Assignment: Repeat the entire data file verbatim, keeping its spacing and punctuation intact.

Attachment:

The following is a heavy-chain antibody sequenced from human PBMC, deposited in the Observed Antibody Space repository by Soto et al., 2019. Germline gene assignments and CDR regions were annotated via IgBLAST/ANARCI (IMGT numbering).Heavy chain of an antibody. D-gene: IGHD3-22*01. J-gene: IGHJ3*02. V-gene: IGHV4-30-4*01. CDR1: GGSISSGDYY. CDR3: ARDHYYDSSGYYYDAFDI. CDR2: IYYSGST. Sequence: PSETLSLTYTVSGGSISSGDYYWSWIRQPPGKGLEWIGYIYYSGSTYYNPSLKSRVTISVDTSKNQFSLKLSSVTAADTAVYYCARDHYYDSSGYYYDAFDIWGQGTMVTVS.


The following is a heavy-chain antibody sequenced from human PBMC, deposited in the Observed Antibody Space repository by Soto et al., 2019. Germline gene assignments and CDR regions were annotated via IgBLAST/ANARCI (IMGT numbering).Heavy chain of an antibody. D-gene: IGHD3-22*01. J-gene: IGHJ3*02. V-gene: IGHV4-30-4*01. CDR1: GGSISSGDYY. CDR3: ARDHYYDSSGYYYDAFDI. CDR2: IYYSGST. Sequence: PSETLSLTYTVSGGSISSGDYYWSWIRQPPGKGLEWIGYIYYSGSTYYNPSLKSRVTISVDTSKNQFSLKLSSVTAADTAVYYCARDHYYDSSGYYYDAFDIWGQGTMVTVS.